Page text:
29 January 
A Douglas B-23 Dragon, 39-052, c/n 2738,[215] of the 34th Bomb Squadron, assigned at McChord Field, Washington, piloted by Lt. Robert Orr, attempts ferry flight from Tonopah, Nevada, back to McChord Field, with eight aboard, but runs into a snowstorm and has to divert. Unable to locate another landing field and running low on fuel, pilot spots a clearing which is actually frozen Loon Lake in the Payette National Forest, Stevens County, Washington, and attempts landing, with one engine afire, but overshoots and shears wings as it crashes into a grove of trees on the shore. Only two of eight suffer injuries; rescued several days later. Wreckage is largely still there.[216][217]
5 February
Douglas A-20 Havoc, 39-735, modified as prototype Douglas XP-70 night fighter, assigned to the 349th Night Fighter Squadron, 50th Fighter Group (Special), crashes on takeoff from Kissimmee Army Airfield, Florida,[218] coming down 1/2 mile NW of the field,[219] killing pilot James H. Toal. The Army Air Force decides at the end of March that the airframe is beyond repair and scraps it.[220]
8 February
The second Bell XP-39E Airacobra (of three), 41-19502, is damaged during a forced landing when a Wright Field test pilot runs out of fuel short of Niagara Falls Airport, New York, where the Bell Aircraft plant is located.[221]
Mid-February
Blohm & Voss BV 222 V1, X4+AH, of air transport squadron Lufttransportstaffel 222 (LTS 222), sinks following a collision with a submerged wreck while landing at Piraeus harbour, Greece. Between 1942 and 1943, the aircraft flew in the Mediterranean theatre.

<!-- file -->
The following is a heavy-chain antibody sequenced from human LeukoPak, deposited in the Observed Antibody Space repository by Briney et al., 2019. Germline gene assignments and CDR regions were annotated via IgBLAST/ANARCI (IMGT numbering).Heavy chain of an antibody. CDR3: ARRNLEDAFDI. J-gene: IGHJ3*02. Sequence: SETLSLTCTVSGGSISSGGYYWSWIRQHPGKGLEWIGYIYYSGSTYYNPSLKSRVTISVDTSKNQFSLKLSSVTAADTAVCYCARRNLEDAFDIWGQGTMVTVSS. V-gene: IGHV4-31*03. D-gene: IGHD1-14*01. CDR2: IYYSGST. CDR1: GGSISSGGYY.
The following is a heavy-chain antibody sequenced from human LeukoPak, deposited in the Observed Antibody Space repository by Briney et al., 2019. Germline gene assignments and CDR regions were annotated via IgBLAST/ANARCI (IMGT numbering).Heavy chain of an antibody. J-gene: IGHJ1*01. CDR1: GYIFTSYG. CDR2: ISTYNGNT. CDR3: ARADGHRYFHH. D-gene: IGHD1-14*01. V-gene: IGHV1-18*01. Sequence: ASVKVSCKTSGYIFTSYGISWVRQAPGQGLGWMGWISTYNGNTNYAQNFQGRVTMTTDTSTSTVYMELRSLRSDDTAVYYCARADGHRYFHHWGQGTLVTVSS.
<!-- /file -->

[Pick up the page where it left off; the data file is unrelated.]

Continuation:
17 February
Consolidated B-24D-53-CO Liberator, 42-40355, c/n 1432, crashes at Tucson Municipal Airport #2, Tucson, Arizona, this date.[222] Six Consolidated Aircraft employees riding as passengers are killed and several others injured, of the 34 on board. The damaged airframe is subsequently modified into the first C-87 Liberator Express.
18 February
Second prototype Boeing XB-29 Superfortress, 41-003,[223] crashes into factory at Seattle, Washington after R-3350 engine catches fire, killing all 10 crew including chief test pilot Edmund T. "Eddie" Allen[224] along with 20 on the ground.[225]
22 February
Boeing 314, Pan American "Yankee Clipper", NC18603, c/n 1990, (U.S. Navy BuNo 48224), crashes into the Tagus River near Lisbon, while on approach to Portugal by way of the Azores. Caught in a storm, the flying boat hooked a wingtip in a turn while attempting an emergency landing. 25 of 39 on board die. Among those killed are actress Tamara Drasin and international journalist Ben Robertson, en route to his new job, chief of the New York Herald-Tribune's London bureau. Actress Jane Froman is seriously injured. Her story of survival will be made into the 1952 film "With a Song in My Heart" starring Susan Hayward.
10 March